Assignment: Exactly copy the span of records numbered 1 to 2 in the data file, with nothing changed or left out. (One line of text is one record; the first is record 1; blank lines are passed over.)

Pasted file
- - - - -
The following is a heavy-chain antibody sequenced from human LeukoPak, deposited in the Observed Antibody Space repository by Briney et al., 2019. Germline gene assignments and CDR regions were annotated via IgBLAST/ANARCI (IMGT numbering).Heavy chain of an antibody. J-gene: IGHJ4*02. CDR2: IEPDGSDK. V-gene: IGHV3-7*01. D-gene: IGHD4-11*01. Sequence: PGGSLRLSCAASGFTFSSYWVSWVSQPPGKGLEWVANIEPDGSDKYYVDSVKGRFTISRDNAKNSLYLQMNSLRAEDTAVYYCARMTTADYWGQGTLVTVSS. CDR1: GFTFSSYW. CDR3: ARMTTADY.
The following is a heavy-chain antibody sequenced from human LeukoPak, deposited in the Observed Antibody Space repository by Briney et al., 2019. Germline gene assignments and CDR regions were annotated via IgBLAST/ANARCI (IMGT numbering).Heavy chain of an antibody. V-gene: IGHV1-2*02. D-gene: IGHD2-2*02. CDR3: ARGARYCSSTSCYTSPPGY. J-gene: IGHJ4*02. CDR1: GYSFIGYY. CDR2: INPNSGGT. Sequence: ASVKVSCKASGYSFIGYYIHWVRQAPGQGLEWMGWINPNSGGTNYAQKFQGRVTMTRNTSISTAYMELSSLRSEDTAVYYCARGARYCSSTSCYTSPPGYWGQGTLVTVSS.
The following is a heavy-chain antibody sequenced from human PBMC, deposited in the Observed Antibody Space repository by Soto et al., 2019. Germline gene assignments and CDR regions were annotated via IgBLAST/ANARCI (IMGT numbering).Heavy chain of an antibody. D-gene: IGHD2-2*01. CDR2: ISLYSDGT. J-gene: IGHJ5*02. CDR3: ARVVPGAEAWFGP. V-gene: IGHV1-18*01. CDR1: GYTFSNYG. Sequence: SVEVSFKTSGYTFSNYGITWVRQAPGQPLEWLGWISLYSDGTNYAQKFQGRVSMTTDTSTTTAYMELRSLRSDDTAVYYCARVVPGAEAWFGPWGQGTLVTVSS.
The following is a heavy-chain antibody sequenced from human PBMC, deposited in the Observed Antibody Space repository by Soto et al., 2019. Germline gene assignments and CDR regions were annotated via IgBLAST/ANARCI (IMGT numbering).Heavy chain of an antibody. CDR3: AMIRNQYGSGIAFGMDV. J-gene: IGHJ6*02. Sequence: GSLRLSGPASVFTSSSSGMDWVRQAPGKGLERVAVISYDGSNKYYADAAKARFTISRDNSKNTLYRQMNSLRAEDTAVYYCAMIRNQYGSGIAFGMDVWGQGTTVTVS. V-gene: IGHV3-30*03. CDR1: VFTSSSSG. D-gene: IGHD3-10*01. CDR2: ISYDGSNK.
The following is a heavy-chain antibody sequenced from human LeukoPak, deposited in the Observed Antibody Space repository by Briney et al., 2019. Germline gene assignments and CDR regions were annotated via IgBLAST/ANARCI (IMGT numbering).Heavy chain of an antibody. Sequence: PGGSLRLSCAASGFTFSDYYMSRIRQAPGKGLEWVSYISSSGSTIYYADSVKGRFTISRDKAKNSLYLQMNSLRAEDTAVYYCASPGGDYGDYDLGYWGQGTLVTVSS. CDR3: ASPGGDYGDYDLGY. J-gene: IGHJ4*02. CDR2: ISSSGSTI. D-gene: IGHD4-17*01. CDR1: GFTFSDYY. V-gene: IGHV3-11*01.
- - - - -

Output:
The following is a heavy-chain antibody sequenced from human LeukoPak, deposited in the Observed Antibody Space repository by Briney et al., 2019. Germline gene assignments and CDR regions were annotated via IgBLAST/ANARCI (IMGT numbering).Heavy chain of an antibody. J-gene: IGHJ4*02. CDR2: IEPDGSDK. V-gene: IGHV3-7*01. D-gene: IGHD4-11*01. Sequence: PGGSLRLSCAASGFTFSSYWVSWVSQPPGKGLEWVANIEPDGSDKYYVDSVKGRFTISRDNAKNSLYLQMNSLRAEDTAVYYCARMTTADYWGQGTLVTVSS. CDR1: GFTFSSYW. CDR3: ARMTTADY.
The following is a heavy-chain antibody sequenced from human LeukoPak, deposited in the Observed Antibody Space repository by Briney et al., 2019. Germline gene assignments and CDR regions were annotated via IgBLAST/ANARCI (IMGT numbering).Heavy chain of an antibody. V-gene: IGHV1-2*02. D-gene: IGHD2-2*02. CDR3: ARGARYCSSTSCYTSPPGY. J-gene: IGHJ4*02. CDR1: GYSFIGYY. CDR2: INPNSGGT. Sequence: ASVKVSCKASGYSFIGYYIHWVRQAPGQGLEWMGWINPNSGGTNYAQKFQGRVTMTRNTSISTAYMELSSLRSEDTAVYYCARGARYCSSTSCYTSPPGYWGQGTLVTVSS.